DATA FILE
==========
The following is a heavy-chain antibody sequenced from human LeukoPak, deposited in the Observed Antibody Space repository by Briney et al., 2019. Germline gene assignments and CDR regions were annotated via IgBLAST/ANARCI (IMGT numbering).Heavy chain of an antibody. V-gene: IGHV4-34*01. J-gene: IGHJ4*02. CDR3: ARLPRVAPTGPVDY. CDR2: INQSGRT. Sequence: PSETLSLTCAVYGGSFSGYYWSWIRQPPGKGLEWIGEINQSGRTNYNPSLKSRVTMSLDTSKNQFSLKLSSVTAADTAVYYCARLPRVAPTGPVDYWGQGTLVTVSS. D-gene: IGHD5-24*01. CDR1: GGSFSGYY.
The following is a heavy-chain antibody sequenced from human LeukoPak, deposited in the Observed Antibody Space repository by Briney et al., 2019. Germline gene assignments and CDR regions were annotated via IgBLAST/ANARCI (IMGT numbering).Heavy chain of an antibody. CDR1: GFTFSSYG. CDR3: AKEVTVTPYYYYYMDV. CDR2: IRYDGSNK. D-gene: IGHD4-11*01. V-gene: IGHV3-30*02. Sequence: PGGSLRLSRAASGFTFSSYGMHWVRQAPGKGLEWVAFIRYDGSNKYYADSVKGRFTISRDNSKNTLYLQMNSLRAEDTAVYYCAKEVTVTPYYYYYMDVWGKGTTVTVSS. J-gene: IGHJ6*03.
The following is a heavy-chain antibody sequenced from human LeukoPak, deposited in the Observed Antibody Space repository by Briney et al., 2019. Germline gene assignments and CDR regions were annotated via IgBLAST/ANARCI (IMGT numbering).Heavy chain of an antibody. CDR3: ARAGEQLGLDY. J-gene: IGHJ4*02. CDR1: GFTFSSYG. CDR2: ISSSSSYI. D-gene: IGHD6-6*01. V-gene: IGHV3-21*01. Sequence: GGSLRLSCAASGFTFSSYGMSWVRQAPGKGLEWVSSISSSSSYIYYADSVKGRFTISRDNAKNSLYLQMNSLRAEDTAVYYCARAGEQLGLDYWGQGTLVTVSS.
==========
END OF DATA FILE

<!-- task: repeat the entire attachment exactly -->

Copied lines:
The following is a heavy-chain antibody sequenced from human LeukoPak, deposited in the Observed Antibody Space repository by Briney et al., 2019. Germline gene assignments and CDR regions were annotated via IgBLAST/ANARCI (IMGT numbering).Heavy chain of an antibody. V-gene: IGHV4-34*01. J-gene: IGHJ4*02. CDR3: ARLPRVAPTGPVDY. CDR2: INQSGRT. Sequence: PSETLSLTCAVYGGSFSGYYWSWIRQPPGKGLEWIGEINQSGRTNYNPSLKSRVTMSLDTSKNQFSLKLSSVTAADTAVYYCARLPRVAPTGPVDYWGQGTLVTVSS. D-gene: IGHD5-24*01. CDR1: GGSFSGYY.
The following is a heavy-chain antibody sequenced from human LeukoPak, deposited in the Observed Antibody Space repository by Briney et al., 2019. Germline gene assignments and CDR regions were annotated via IgBLAST/ANARCI (IMGT numbering).Heavy chain of an antibody. CDR1: GFTFSSYG. CDR3: AKEVTVTPYYYYYMDV. CDR2: IRYDGSNK. D-gene: IGHD4-11*01. V-gene: IGHV3-30*02. Sequence: PGGSLRLSRAASGFTFSSYGMHWVRQAPGKGLEWVAFIRYDGSNKYYADSVKGRFTISRDNSKNTLYLQMNSLRAEDTAVYYCAKEVTVTPYYYYYMDVWGKGTTVTVSS. J-gene: IGHJ6*03.
The following is a heavy-chain antibody sequenced from human LeukoPak, deposited in the Observed Antibody Space repository by Briney et al., 2019. Germline gene assignments and CDR regions were annotated via IgBLAST/ANARCI (IMGT numbering).Heavy chain of an antibody. CDR3: ARAGEQLGLDY. J-gene: IGHJ4*02. CDR1: GFTFSSYG. CDR2: ISSSSSYI. D-gene: IGHD6-6*01. V-gene: IGHV3-21*01. Sequence: GGSLRLSCAASGFTFSSYGMSWVRQAPGKGLEWVSSISSSSSYIYYADSVKGRFTISRDNAKNSLYLQMNSLRAEDTAVYYCARAGEQLGLDYWGQGTLVTVSS.